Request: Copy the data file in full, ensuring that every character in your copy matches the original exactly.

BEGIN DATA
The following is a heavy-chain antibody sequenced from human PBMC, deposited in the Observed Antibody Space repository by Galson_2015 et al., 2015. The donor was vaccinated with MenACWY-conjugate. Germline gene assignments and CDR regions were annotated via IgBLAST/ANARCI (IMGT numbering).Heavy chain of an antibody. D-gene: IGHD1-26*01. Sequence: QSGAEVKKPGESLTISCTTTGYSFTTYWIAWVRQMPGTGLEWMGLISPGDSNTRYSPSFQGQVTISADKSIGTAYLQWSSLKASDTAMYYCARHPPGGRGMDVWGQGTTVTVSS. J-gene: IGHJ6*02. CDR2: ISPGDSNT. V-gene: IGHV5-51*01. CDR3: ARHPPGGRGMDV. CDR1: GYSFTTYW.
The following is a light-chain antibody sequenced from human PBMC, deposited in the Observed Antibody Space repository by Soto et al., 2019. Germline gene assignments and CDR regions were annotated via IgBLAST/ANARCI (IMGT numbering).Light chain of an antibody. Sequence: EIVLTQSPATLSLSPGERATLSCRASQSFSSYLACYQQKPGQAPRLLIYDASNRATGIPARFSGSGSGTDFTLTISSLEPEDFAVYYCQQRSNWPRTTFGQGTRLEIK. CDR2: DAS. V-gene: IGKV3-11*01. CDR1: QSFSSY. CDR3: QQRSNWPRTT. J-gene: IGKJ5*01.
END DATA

The following is a heavy-chain antibody sequenced from human PBMC, deposited in the Observed Antibody Space repository by Galson_2015 et al., 2015. The donor was vaccinated with MenACWY-conjugate. Germline gene assignments and CDR regions were annotated via IgBLAST/ANARCI (IMGT numbering).Heavy chain of an antibody. D-gene: IGHD1-26*01. Sequence: QSGAEVKKPGESLTISCTTTGYSFTTYWIAWVRQMPGTGLEWMGLISPGDSNTRYSPSFQGQVTISADKSIGTAYLQWSSLKASDTAMYYCARHPPGGRGMDVWGQGTTVTVSS. J-gene: IGHJ6*02. CDR2: ISPGDSNT. V-gene: IGHV5-51*01. CDR3: ARHPPGGRGMDV. CDR1: GYSFTTYW.
The following is a light-chain antibody sequenced from human PBMC, deposited in the Observed Antibody Space repository by Soto et al., 2019. Germline gene assignments and CDR regions were annotated via IgBLAST/ANARCI (IMGT numbering).Light chain of an antibody. Sequence: EIVLTQSPATLSLSPGERATLSCRASQSFSSYLACYQQKPGQAPRLLIYDASNRATGIPARFSGSGSGTDFTLTISSLEPEDFAVYYCQQRSNWPRTTFGQGTRLEIK. CDR2: DAS. V-gene: IGKV3-11*01. CDR1: QSFSSY. CDR3: QQRSNWPRTT. J-gene: IGKJ5*01.